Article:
Nevada casinos want teacher-backed tax hike blocked
RENO — Nevada’s hotel-casino industry wants a judge to halt a petition drive for a ballot initiative backed by the state’s biggest teachers union that would raise taxes significantly on the largest casinos.
The political arm of the Nevada Resort Association representing more than 70 hotel-casinos filed a lawsuit Tuesday seeking a court order prohibiting Nevadans For Fair Gaming Taxes from gathering signatures and nullifying the petition unveiled last month.
The fair tax coalition backed by Las Vegas-area teachers advocates amending the state constitution to raise as much as an additional $315 million a year from the largest casinos.
The Nevada Resort Association PAC says it would result in a 44 percent tax increase on some. It argues the petition’s description is potentially misleading and that the proposed effective date is unconstitutional.
The required, maximum 200-word description in the initiative makes no reference to how the new tax revenue that would flow into the state’s general fund might be spent.
But the lawsuit says the head of the Clark County Education Association backing the effort has been touting the tax hike as a way to raise hundreds of millions of dollars for education.
The lawsuit filed in state court in Carson City acknowledged the petition isn’t required to explain the types of programs the general fund supports.
“But the defendant does have to tell voters that the money will not be dedicated to education and that it will be deposited in the general fund,” the lawsuit states.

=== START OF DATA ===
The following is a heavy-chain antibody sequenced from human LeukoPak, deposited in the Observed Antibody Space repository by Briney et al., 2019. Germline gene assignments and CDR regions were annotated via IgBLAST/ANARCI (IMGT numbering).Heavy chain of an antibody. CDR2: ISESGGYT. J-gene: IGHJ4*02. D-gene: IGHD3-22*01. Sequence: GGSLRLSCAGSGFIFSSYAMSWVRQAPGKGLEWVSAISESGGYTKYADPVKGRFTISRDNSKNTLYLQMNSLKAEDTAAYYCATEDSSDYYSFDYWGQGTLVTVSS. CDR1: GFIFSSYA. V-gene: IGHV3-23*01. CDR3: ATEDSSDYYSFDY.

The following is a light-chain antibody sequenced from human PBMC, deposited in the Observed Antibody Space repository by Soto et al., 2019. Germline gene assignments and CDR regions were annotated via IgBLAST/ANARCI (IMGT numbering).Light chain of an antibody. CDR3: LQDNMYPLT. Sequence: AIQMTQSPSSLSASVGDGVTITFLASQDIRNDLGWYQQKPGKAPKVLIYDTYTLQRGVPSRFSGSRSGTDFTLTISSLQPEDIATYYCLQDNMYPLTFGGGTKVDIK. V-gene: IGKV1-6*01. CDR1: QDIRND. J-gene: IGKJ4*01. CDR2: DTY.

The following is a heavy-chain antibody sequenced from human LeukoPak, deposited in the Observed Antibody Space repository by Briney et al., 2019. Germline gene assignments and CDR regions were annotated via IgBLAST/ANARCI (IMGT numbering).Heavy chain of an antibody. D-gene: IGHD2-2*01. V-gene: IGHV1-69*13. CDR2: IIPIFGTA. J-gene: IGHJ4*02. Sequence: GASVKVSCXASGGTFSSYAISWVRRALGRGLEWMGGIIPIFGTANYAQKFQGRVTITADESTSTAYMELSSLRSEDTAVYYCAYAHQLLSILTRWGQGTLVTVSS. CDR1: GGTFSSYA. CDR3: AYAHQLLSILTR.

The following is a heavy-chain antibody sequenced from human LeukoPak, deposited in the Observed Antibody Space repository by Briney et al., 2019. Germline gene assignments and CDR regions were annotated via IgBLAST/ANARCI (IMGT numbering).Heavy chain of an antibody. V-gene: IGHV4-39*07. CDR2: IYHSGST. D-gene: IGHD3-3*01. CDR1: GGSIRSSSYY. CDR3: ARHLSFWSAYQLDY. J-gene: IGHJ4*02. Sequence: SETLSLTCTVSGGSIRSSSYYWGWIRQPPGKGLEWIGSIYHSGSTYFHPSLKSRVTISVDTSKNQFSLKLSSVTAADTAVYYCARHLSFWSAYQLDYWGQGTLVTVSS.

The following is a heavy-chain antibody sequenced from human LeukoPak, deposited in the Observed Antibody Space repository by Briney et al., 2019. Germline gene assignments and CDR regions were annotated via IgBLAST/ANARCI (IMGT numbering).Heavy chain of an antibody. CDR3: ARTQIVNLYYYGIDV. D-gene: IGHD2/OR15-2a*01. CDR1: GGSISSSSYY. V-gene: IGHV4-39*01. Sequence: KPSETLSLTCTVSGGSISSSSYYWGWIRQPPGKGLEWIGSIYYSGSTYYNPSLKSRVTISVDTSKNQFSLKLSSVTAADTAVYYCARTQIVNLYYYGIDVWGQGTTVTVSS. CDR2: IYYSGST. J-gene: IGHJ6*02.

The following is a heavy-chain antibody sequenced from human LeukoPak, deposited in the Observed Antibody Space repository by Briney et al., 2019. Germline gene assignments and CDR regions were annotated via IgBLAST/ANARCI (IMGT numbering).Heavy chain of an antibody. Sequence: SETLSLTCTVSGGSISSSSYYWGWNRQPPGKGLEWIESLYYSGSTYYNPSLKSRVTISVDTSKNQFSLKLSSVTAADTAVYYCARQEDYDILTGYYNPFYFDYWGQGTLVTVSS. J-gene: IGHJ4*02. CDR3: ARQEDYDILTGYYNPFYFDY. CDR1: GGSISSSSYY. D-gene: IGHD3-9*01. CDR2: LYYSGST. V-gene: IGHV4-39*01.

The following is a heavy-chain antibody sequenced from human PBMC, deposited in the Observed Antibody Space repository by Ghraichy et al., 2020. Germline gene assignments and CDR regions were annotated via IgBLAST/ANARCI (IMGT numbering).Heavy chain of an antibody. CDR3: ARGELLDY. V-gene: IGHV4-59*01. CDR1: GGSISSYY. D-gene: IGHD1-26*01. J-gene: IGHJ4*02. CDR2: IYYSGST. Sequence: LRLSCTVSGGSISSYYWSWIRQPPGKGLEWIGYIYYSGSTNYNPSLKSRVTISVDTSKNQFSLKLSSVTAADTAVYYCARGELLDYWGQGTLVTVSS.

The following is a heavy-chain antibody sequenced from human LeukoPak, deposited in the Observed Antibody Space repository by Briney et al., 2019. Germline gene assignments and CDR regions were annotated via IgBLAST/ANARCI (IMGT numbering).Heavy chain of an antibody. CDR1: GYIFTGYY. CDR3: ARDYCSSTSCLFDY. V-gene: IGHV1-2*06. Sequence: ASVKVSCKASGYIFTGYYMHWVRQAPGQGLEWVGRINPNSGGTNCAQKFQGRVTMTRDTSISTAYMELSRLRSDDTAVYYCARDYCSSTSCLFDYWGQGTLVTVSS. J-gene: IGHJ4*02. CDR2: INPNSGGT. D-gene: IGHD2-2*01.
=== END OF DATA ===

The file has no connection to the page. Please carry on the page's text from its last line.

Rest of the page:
“The Legislature would have no duty to use any of this money for education. The Legislature would be free to spend it on state employee salaries, construction of state buildings or anything else.,“ it said.
John Vellardita, executive director of the Clark County Education Association, is listed as the contact person on the registration form of the fair tax PAC that filed the petition with the secretary of state on Jan. 13.
Two days later, another PAC backed by the education association — Fund Our Schools — submitted documents seeking a statewide vote to raise more than $1 billion annually for schools by increasing part of Nevada’s sales tax dedicated to school funding by 1.5 percent — from 2.6 percent to 4.1 percent. That would push sales taxes in Las Vegas and Clark County to nearly 9.9 percent.
Sponsors say they’ll have to secure 98,000 signatures on each measure by November to keep either alive.
If they do, the proposals initially would go to the legislature in 2021. If lawmakers reject them or fail to act, they would appear on the state ballot in 2022 for voters to decide themselves.
The casino ballot initiative proposal would add a fourth tier to the current casino tax schedule to collect 9.75 percent on monthly gross revenues of more than $250,000.
The three-tiered system currently tops out at 6.75 percent on monthly revenue greater than $134,000. Taxes would remain unchanged for smaller establishments
Verradita said Wednesday the legal challenge was expected.
“We believe their challenge is weak and in the end the initiative will go to the ballot in 2020. Absent a funding solution in the 2021 legislative session, we have confidence in the public making the right decision on this initiative in 2022,” he said via email.
The resort association said in a statement its industry “has consistently supported a broad-based business tax to support public education and has a long history of investing in Nevada’s classrooms.”
“Broad-based taxes are a sound and stable approach rather than the volatility that comes with taxing a single industry,“ it said.